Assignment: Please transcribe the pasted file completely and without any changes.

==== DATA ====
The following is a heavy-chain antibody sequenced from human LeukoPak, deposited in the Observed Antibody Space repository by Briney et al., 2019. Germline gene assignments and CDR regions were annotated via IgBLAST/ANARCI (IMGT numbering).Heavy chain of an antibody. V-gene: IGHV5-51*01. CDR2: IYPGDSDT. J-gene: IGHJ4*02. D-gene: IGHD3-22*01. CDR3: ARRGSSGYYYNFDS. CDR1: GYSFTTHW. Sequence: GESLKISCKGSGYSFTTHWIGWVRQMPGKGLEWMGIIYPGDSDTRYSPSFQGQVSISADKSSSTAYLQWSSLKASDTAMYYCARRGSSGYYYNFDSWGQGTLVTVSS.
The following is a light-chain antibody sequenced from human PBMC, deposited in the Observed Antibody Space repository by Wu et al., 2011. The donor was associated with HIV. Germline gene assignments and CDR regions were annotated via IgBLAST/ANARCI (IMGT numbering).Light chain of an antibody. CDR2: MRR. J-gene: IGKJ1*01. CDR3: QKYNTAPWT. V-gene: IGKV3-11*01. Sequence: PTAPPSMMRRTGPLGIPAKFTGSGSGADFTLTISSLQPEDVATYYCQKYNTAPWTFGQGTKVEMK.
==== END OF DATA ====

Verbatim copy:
The following is a heavy-chain antibody sequenced from human LeukoPak, deposited in the Observed Antibody Space repository by Briney et al., 2019. Germline gene assignments and CDR regions were annotated via IgBLAST/ANARCI (IMGT numbering).Heavy chain of an antibody. V-gene: IGHV5-51*01. CDR2: IYPGDSDT. J-gene: IGHJ4*02. D-gene: IGHD3-22*01. CDR3: ARRGSSGYYYNFDS. CDR1: GYSFTTHW. Sequence: GESLKISCKGSGYSFTTHWIGWVRQMPGKGLEWMGIIYPGDSDTRYSPSFQGQVSISADKSSSTAYLQWSSLKASDTAMYYCARRGSSGYYYNFDSWGQGTLVTVSS.
The following is a light-chain antibody sequenced from human PBMC, deposited in the Observed Antibody Space repository by Wu et al., 2011. The donor was associated with HIV. Germline gene assignments and CDR regions were annotated via IgBLAST/ANARCI (IMGT numbering).Light chain of an antibody. CDR2: MRR. J-gene: IGKJ1*01. CDR3: QKYNTAPWT. V-gene: IGKV3-11*01. Sequence: PTAPPSMMRRTGPLGIPAKFTGSGSGADFTLTISSLQPEDVATYYCQKYNTAPWTFGQGTKVEMK.